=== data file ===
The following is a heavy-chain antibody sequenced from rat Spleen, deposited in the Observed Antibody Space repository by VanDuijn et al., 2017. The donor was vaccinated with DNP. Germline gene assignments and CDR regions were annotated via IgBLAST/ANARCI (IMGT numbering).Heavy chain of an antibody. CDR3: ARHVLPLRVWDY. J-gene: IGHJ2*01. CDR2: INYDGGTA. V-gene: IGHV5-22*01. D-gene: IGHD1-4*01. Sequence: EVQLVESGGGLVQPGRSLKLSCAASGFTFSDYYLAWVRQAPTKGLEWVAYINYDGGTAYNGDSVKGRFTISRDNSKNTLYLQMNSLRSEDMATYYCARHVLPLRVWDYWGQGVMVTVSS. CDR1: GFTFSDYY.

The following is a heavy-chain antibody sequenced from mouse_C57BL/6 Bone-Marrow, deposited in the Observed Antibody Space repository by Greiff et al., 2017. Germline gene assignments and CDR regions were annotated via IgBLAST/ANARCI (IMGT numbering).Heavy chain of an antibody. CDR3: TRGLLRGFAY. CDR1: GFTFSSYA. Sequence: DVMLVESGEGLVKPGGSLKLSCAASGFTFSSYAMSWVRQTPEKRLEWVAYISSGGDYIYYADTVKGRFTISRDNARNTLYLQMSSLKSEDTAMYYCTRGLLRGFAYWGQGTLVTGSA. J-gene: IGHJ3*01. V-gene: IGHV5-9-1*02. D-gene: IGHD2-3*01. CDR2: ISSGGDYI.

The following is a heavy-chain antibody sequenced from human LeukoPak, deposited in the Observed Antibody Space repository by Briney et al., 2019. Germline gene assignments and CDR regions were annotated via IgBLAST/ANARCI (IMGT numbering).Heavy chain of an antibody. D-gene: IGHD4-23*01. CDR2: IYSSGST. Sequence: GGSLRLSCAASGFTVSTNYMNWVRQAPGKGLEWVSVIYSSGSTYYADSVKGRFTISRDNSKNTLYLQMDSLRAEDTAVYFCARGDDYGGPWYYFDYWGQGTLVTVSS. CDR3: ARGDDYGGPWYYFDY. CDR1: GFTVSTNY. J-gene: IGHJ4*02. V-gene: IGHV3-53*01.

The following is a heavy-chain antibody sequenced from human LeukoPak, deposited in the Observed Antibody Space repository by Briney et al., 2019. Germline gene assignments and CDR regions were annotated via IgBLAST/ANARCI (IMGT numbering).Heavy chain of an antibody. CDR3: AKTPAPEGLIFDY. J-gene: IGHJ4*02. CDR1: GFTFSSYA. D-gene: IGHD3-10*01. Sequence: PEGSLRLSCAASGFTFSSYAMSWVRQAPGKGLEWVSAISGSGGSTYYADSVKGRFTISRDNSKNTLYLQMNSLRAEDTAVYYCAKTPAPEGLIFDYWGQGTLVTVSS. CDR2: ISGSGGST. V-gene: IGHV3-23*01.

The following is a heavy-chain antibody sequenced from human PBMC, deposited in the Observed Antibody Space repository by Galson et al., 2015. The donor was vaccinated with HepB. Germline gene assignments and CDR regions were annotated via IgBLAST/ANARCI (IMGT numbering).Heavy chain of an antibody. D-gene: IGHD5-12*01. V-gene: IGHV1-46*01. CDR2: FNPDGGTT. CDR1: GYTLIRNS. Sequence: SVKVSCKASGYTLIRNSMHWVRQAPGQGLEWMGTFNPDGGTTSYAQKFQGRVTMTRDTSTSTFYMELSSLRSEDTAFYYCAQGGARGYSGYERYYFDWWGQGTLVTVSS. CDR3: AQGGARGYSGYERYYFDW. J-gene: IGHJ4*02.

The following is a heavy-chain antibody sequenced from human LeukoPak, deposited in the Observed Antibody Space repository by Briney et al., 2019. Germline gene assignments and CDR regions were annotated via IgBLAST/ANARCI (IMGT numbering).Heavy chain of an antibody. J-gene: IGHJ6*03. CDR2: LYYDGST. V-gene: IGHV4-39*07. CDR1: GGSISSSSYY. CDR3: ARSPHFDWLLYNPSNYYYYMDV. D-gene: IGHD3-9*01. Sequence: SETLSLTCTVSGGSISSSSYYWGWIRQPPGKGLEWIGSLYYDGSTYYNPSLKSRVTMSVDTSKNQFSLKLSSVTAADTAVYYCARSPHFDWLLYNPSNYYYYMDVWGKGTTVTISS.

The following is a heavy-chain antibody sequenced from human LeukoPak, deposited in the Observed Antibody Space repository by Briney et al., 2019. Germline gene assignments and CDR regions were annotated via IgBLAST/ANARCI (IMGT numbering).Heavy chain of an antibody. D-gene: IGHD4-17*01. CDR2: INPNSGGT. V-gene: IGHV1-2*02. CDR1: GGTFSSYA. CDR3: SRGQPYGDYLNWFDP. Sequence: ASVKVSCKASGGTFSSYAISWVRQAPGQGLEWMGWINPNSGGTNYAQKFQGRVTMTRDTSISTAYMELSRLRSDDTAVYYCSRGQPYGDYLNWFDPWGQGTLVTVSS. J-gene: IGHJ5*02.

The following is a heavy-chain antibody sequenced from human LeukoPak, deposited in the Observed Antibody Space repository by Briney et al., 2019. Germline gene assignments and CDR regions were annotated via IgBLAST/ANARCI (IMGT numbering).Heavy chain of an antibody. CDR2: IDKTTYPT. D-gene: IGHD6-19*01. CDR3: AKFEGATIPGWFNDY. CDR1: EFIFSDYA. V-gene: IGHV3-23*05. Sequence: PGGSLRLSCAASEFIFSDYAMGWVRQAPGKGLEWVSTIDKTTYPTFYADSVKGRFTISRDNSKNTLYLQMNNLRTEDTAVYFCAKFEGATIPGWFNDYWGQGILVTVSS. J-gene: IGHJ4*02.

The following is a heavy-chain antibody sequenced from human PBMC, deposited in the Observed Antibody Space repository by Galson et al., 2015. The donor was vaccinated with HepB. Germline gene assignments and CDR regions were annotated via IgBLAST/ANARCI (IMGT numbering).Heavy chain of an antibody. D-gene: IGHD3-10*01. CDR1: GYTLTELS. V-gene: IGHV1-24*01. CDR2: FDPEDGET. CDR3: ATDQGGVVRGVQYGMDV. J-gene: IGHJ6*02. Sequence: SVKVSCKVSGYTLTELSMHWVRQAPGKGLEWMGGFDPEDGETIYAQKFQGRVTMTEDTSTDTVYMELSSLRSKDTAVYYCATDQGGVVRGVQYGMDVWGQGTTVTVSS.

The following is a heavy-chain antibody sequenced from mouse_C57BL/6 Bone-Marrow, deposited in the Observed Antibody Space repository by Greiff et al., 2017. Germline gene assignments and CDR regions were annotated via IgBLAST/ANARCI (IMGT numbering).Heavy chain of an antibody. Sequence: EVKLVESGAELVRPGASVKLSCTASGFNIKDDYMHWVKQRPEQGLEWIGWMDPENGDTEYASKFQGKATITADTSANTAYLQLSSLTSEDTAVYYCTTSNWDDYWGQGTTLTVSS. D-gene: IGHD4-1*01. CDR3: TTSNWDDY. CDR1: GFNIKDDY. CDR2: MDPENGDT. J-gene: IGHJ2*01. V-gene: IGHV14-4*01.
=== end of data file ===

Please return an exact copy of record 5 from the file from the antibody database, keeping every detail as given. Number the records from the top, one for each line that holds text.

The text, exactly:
The following is a heavy-chain antibody sequenced from human PBMC, deposited in the Observed Antibody Space repository by Galson et al., 2015. The donor was vaccinated with HepB. Germline gene assignments and CDR regions were annotated via IgBLAST/ANARCI (IMGT numbering).Heavy chain of an antibody. D-gene: IGHD5-12*01. V-gene: IGHV1-46*01. CDR2: FNPDGGTT. CDR1: GYTLIRNS. Sequence: SVKVSCKASGYTLIRNSMHWVRQAPGQGLEWMGTFNPDGGTTSYAQKFQGRVTMTRDTSTSTFYMELSSLRSEDTAFYYCAQGGARGYSGYERYYFDWWGQGTLVTVSS. CDR3: AQGGARGYSGYERYYFDW. J-gene: IGHJ4*02.